House Education Advances Bill to Provide Mental Health Services to Students


The House Education Committee advanced five bills Tuesday, including a bill that aims to provide adequate mental health services for students.

House Bill 4112 sets forth that county school boards would provide adequate mental health services for all students attending public schools, that school boards may take other action to protect students from harming themselves or others, and that school boards would provide mental health services to students as a result of issues stemming from substance use disorder.

This would begin in the 2022-2023 school year and provides that school boards employee at least one full-time psychologist per 1,000 students in grades K-7. Counsel explained the school boards could also contract with school psychologists.

Amy Willard, director of school finance for the West Virginia Department of Education, told the committee that some counties exceeded the ratio proposed under the bill but other counties don’t currently have psychologists on staff. Willard explained there is a shortage of school psychologists and West Virginia only retains half of new graduates each year to fill those positions.

“A lot go elsewhere so we have difficulty filling these positions,” Willard said.

The bill now heads to the House Finance Committee.

The committee also advanced House Bill 4165, which would establish the West Virginia Remembers Program. Under this program, veterans would volunteer to share their experience in an educational setting.

The bill now heads to the House floor.

The committee advanced House Bill 4720, which would expand last year’s Senate Bill 1 to include not-for-profit baccalaureate institutions as eligible schools under the West Virginia Invest Grant Program. This would enable these institutions to partner in advanced career education program partnerships.

Delegate John Doyle, D-Jefferson, opposed the bill, saying he felt the state should wait another year to see how Senate Bill 1 affects public institutions first.

Delegate Caleb Hanna, R-Nicholas, supported the legislation, saying he felt the bill would give rural students more options.

“For a lot of students, in order to use the two-year invest grant, they have to drive 2.5 hours away to find a school that accepts the West Virginia Invest Grants,” Hanna said.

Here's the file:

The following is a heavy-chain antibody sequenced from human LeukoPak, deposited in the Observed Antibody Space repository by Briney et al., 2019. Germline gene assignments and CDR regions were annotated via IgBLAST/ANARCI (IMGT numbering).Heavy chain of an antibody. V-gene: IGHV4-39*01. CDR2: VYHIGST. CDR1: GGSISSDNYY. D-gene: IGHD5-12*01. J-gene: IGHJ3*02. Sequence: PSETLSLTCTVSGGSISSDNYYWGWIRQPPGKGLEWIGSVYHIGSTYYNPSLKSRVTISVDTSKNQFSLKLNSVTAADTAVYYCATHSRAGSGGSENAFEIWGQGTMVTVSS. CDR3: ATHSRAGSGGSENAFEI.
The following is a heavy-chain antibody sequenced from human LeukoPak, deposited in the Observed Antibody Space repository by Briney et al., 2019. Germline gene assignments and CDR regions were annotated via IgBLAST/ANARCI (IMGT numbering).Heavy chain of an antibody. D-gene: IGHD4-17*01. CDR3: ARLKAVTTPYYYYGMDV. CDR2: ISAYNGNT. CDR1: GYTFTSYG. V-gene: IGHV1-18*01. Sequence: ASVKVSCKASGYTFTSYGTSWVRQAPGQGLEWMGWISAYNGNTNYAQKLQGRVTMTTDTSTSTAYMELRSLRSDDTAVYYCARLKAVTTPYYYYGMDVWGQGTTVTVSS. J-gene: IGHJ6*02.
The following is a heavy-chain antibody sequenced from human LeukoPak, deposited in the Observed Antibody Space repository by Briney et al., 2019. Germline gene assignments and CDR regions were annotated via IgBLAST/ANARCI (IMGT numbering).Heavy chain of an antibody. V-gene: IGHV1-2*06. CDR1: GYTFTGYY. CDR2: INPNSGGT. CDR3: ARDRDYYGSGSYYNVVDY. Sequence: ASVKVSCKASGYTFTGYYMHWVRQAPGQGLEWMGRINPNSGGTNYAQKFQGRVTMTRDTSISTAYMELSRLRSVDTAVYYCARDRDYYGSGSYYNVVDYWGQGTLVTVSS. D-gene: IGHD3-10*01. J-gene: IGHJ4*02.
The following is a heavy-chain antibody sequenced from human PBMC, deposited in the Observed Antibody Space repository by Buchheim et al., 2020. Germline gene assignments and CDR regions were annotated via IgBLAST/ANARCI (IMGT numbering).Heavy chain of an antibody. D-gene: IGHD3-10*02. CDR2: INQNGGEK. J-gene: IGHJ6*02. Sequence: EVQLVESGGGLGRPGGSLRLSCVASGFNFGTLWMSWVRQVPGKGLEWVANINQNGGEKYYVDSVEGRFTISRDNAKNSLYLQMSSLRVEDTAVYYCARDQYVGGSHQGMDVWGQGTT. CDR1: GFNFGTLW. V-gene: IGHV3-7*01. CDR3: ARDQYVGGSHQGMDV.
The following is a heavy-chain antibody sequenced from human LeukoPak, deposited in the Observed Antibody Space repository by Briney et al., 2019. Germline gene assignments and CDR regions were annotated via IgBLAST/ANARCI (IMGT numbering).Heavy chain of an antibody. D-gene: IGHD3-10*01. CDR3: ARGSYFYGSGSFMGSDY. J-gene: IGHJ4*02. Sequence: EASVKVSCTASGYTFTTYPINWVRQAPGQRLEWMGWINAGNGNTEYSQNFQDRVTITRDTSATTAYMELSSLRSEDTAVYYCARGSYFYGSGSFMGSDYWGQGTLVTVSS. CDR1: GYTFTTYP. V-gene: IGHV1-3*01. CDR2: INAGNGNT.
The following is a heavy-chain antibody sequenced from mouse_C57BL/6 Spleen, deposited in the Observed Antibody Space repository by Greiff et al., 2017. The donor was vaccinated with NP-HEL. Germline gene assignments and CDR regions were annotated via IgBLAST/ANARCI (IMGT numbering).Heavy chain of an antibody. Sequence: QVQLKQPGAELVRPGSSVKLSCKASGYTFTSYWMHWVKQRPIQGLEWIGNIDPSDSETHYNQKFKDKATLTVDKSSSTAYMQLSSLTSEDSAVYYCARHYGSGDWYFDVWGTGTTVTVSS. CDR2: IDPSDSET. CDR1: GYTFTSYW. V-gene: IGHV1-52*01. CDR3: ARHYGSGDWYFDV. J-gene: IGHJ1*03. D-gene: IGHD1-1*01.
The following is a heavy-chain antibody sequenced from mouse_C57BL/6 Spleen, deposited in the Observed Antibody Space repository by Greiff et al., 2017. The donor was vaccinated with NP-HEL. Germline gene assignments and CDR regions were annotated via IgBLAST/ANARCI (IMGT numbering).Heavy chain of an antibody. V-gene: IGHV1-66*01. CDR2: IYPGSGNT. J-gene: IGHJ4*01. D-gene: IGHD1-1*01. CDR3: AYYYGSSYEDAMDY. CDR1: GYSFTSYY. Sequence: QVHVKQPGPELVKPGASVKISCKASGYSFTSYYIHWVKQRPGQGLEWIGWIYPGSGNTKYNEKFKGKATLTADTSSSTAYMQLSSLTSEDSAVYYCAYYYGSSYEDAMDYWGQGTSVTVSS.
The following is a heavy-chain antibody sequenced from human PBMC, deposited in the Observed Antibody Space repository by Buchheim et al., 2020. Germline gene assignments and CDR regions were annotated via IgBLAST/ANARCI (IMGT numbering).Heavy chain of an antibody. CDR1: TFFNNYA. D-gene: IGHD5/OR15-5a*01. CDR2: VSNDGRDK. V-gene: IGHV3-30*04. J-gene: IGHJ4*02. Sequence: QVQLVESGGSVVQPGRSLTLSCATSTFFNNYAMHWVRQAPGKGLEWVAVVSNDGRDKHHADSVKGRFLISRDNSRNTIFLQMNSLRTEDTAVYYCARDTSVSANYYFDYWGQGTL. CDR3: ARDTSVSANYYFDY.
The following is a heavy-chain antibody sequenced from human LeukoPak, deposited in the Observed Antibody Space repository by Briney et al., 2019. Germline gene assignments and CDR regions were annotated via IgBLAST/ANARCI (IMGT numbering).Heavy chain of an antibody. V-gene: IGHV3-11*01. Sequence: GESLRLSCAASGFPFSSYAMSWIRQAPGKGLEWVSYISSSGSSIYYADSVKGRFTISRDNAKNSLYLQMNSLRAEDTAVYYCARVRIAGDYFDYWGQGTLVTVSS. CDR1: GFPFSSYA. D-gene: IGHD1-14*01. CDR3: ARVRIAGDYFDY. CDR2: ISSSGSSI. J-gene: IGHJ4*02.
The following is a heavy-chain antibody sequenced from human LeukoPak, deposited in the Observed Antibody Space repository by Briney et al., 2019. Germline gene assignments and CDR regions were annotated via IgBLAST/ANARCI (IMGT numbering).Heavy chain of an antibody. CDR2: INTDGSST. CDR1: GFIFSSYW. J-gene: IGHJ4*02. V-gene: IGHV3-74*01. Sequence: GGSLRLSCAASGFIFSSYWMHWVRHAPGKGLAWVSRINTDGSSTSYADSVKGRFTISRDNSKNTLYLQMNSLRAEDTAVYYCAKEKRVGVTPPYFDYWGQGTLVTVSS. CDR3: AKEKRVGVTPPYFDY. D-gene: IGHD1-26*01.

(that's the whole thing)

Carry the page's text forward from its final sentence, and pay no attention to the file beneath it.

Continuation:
The bill now goes before House Finance.

In the Education Committee’s evening meeting, members advanced two more bills. One bill, House Bill 4519, would establish an optional summer youth intern pilot program within the Department of Commerce.

Currently, there is no exact figure for the fiscal note, however, Commerce estimated it could cost between $150,000 and $200,000 for the first year and the department would not be able to start the program this year. The bill anticipates these internships to be paid.

Additionally, the committee advanced House Bill 4729, after a subcommittee assigned earlier to review the bill reported out a committee substitute. This bill would require higher education institutions to use previous versions of instructional materials unless the school’s board of governors approved the need for a newer version.

Earlier Tuesday, Travis Mollohan, director of state and local relations for WVU, told the committee he believed there were several issues with the bill. One issue, he said, is that going to the board of governors or another committee each time a professor believes new materials are needed could bog down the board. He also said the committee should consider revising the bill to include occupations that need updated materials, including health care professions.

The committee substitute changed the decision of whether to use new versions of instructional materials from the board of governors to an education resource committee. The committee substitute also made it where employees could not profit from decisions to use educational resources.

The committee substitute was adopted and the bill was advanced.

The committee delayed action on House Bill 4492, which would establish the West Virginia Children’s Vision Act. The bill would require children to have proof of vision exams before enrolling in public schools.